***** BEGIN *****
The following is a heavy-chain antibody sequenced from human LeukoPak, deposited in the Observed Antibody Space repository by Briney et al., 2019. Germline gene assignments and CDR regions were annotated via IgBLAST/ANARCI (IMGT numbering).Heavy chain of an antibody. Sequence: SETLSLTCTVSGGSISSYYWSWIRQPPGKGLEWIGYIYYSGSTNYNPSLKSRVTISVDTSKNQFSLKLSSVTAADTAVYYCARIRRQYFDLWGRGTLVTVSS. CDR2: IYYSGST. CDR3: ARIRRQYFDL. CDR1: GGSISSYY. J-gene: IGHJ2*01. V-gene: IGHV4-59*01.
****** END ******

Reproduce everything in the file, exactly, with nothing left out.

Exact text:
The following is a heavy-chain antibody sequenced from human LeukoPak, deposited in the Observed Antibody Space repository by Briney et al., 2019. Germline gene assignments and CDR regions were annotated via IgBLAST/ANARCI (IMGT numbering).Heavy chain of an antibody. Sequence: SETLSLTCTVSGGSISSYYWSWIRQPPGKGLEWIGYIYYSGSTNYNPSLKSRVTISVDTSKNQFSLKLSSVTAADTAVYYCARIRRQYFDLWGRGTLVTVSS. CDR2: IYYSGST. CDR3: ARIRRQYFDL. CDR1: GGSISSYY. J-gene: IGHJ2*01. V-gene: IGHV4-59*01.